Barry Gardiner describes key part of Labour's Brexit strategy as 'b******s'

Frontbencher rubbishes the idea that the UK could get 'exact same benefits' after leaving EU – one of Labour's six tests

Lizzy Buchan
Political Correspondent
Tuesday 10 April 2018 16:55
Tony Blair hopes Brexit doesn't impair Good Friday Agreement

A Labour frontbencher has described a key part of his own party’s Brexit strategy as “b******s” at an event where he also came under fire for calling the Good Friday Agreement a “shibboleth”.

Barry Gardiner, the shadow international trade secretary, rubbished the idea that the UK could secure the “exact same benefits” after Brexit – one of Labour’s six tests if it were to support the final Brexit deal.

His remarks, which were caught on tape, emerged after the Brent North MP had to apologise for claiming the Good Friday Agreement had been “played up” during the Brexit talks for political and economic gain during the same event in Brussels.

In a new recording, obtained by the BBC, Mr Gardiner reportedly said: “Well let’s just take one test – the exact same benefits. B******s.

“Always has been b******s and it remains it.

“We know very well that we cannot have the exact same benefits and actually it would have made sense – because it was the Tories that said they were going to secure the exact same benefits – and our position should have been to say they have said they are going to secure the exact same benefits and we are going to hold them to that standard.”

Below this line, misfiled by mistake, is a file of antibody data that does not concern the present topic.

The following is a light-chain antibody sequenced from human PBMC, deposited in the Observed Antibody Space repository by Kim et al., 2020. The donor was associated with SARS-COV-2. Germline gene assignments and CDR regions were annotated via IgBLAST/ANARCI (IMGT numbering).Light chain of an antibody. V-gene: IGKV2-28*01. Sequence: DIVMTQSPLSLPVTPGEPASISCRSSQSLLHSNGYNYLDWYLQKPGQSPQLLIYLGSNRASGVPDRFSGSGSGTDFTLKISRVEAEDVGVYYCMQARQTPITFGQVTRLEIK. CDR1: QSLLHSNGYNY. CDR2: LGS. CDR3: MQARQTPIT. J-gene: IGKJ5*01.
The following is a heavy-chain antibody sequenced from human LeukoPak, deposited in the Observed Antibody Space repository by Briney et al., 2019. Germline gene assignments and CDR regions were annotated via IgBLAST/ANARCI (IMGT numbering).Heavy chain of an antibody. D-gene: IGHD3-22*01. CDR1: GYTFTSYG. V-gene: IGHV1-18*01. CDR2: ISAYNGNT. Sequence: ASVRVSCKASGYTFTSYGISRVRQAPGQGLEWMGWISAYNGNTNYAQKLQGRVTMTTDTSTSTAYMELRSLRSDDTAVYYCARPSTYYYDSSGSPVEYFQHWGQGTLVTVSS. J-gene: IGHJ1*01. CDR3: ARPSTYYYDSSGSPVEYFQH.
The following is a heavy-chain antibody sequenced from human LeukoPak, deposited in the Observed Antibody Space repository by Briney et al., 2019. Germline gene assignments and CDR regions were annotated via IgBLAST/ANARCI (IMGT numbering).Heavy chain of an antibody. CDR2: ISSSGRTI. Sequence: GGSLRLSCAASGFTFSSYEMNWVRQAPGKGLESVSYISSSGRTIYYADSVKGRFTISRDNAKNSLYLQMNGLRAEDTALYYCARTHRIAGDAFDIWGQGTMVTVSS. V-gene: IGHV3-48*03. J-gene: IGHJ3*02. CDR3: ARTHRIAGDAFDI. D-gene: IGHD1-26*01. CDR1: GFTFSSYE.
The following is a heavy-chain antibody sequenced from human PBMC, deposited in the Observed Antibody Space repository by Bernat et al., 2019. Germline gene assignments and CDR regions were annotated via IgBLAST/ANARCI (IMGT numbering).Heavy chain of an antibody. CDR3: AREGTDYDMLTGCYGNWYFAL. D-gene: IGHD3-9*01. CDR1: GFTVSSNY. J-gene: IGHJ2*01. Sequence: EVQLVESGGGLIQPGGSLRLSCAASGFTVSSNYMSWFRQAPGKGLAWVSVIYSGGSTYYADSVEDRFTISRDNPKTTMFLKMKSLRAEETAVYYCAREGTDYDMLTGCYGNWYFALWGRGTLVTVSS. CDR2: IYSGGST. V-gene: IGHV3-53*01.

Mr Gardiner’s comments put him at odds with the Labour leadership, as the party has vowed only to support the government’s final Brexit deal if the six key tests are met.

Brexit secretary Sir Keir Starmer laid out the demands last year, which include calls for fair migration, protecting workers’ rights and replicating the benefits of staying in the single market.

Sir Keir stood by these demands in an exclusive article for The Independent last month, where he insisted Labour was prepared to vote down any Brexit deal that fails to meet these standards.

A Labour spokesperson backed the under-fire frontbencher, saying: “Labour has set six tests for the final Brexit deal. Those include holding the government to its own commitment to deliver the same benefits as the single market and customs union.

“We have been clear that, if those tests are not met, Labour will not back it in parliament. Barry Gardiner fully supports that position.”

Labour leader Jeremy Corbyn insisted that Mr Gardiner had not denounced Labour’s Brexit policies, and that their recent conversations had been productive and “very positive”.

However, the remarks drew criticism from Labour former shadow chancellor Chris Leslie, who said Mr Gardiner’s ”increasingly maverick” behaviour was embarrassing for his colleagues.

Mr Leslie, a supporter of the pro-EU Open Britain campaign, said: “It is time members of the shadow cabinet started speaking out for that and ended the sort of eccentric self-indulgence of the type shown by Barry Gardiner.”

Ian Murray, co-chair of Scottish Labour for the Single Market, said his choice to “trash Jeremy Corbyn’s Brexit policy” was significant as it exposed faultl ines in Labour’s approach.